Abundant zoning reform: Zoning reforms are popping up all over the place, Sightline says.

Desert Express: Brightline’s high-speed rail project in California and Nevada could be back on track for construction this year.

Quick stop: Many scientists now think if emissions go to zero, the effects of climate change could stop relatively quickly.

Drought in the Colorado: Due to drought conditions, the Upper Colorado River drought contingency plans have been in place for the first time.

Ending parking subsidies: Should parking pay its way instead of getting a free ride?

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Stephen is an urban planner with a passion for promoting sustainable, livable, and diverse cities. He advocates for smart policies, regulations, and implementation programs that enhance urban environments by committing to quality design, accommodating growth, providing a diversity of housing choices, and adequately providing public services. Stephen primarily writes about land use and transportation issues.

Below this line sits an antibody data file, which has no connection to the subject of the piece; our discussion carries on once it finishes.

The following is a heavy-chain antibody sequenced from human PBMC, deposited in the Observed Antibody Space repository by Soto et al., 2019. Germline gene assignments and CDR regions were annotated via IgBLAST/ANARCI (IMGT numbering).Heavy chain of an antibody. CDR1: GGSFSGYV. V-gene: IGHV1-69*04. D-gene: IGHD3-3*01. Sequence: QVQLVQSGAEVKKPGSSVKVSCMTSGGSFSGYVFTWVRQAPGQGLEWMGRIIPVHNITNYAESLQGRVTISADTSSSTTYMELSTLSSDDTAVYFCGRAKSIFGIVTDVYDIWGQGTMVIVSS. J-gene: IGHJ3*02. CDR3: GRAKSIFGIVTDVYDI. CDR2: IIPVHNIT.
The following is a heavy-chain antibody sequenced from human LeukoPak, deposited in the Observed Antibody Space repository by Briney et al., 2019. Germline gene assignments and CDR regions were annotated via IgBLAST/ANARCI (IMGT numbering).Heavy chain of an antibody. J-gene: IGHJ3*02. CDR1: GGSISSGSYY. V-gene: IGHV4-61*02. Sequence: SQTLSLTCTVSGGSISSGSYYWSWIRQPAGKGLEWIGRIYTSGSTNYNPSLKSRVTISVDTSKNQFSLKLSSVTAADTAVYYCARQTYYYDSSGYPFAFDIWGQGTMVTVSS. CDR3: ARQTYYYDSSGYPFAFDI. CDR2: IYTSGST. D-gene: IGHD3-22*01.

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Daniel Thompson

https://www.seattletimes.com/seattle-news/data/seattle-bike-commuting-hits-10-year-low-census-data-show/

This Seattle Times article notes bike commuters have dropped to 2.8%

http://www.seattle.gov/Documents/Departments/SDOT/BikeProgram/2019_FreeFloat_BikeSharePermit_Evaluation.pdf

Page 23 on racial make up of E-bike users noting users. 88% were white and 3% were black.

If you think housing and development are not lagging in communities of color like Rainier Beach because they are communities of color then we will just have to disagree.